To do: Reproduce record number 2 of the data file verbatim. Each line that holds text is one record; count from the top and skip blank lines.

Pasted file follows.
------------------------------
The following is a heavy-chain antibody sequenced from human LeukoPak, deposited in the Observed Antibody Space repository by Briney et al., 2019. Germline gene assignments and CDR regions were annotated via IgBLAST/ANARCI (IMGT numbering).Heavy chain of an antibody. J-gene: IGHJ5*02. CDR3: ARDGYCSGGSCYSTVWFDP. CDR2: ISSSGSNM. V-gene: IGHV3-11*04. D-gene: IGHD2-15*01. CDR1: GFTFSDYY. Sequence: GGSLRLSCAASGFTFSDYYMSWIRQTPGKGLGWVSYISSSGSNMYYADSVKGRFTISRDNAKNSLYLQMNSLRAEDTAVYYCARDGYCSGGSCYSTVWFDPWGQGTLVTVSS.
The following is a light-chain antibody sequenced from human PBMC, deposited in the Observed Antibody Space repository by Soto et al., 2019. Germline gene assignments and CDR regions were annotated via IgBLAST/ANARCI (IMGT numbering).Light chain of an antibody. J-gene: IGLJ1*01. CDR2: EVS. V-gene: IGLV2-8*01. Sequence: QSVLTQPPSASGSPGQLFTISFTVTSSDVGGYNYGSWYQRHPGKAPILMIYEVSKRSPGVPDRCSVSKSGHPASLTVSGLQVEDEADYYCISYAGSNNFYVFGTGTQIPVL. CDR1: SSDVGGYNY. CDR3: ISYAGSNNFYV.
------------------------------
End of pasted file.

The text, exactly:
The following is a light-chain antibody sequenced from human PBMC, deposited in the Observed Antibody Space repository by Soto et al., 2019. Germline gene assignments and CDR regions were annotated via IgBLAST/ANARCI (IMGT numbering).Light chain of an antibody. J-gene: IGLJ1*01. CDR2: EVS. V-gene: IGLV2-8*01. Sequence: QSVLTQPPSASGSPGQLFTISFTVTSSDVGGYNYGSWYQRHPGKAPILMIYEVSKRSPGVPDRCSVSKSGHPASLTVSGLQVEDEADYYCISYAGSNNFYVFGTGTQIPVL. CDR1: SSDVGGYNY. CDR3: ISYAGSNNFYV.